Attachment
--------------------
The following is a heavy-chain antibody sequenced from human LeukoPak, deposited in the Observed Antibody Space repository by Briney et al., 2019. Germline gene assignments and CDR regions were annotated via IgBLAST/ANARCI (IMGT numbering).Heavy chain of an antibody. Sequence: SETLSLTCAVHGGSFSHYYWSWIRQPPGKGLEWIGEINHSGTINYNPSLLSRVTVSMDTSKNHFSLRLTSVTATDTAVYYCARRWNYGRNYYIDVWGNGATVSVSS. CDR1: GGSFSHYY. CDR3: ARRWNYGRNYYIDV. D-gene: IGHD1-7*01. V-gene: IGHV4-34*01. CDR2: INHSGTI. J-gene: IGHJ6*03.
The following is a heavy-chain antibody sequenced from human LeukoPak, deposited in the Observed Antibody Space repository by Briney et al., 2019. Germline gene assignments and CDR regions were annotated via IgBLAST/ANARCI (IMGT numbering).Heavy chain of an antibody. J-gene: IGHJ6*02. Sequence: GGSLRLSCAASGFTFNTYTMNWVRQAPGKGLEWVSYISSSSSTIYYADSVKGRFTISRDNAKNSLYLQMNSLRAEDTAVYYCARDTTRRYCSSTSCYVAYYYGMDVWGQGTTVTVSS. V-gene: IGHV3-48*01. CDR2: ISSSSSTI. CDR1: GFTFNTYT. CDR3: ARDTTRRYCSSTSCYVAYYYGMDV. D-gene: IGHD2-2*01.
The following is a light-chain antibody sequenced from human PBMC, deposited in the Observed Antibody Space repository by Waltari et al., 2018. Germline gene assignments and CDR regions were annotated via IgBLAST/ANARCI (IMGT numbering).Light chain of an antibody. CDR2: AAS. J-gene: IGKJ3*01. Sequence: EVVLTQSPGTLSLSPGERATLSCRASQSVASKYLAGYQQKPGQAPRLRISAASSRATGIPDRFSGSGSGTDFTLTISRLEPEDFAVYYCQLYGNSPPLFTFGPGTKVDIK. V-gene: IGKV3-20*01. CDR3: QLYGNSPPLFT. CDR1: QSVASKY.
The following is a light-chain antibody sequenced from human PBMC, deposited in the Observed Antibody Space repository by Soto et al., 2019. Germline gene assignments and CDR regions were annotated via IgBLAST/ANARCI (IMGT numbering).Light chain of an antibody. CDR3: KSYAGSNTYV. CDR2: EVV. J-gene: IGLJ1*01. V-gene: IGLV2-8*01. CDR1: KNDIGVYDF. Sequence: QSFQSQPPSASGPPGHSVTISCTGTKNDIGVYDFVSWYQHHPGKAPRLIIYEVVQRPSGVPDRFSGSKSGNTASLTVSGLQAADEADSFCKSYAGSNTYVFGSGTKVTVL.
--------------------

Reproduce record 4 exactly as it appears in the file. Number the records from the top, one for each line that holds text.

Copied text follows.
The following is a light-chain antibody sequenced from human PBMC, deposited in the Observed Antibody Space repository by Soto et al., 2019. Germline gene assignments and CDR regions were annotated via IgBLAST/ANARCI (IMGT numbering).Light chain of an antibody. CDR3: KSYAGSNTYV. CDR2: EVV. J-gene: IGLJ1*01. V-gene: IGLV2-8*01. CDR1: KNDIGVYDF. Sequence: QSFQSQPPSASGPPGHSVTISCTGTKNDIGVYDFVSWYQHHPGKAPRLIIYEVVQRPSGVPDRFSGSKSGNTASLTVSGLQAADEADSFCKSYAGSNTYVFGSGTKVTVL.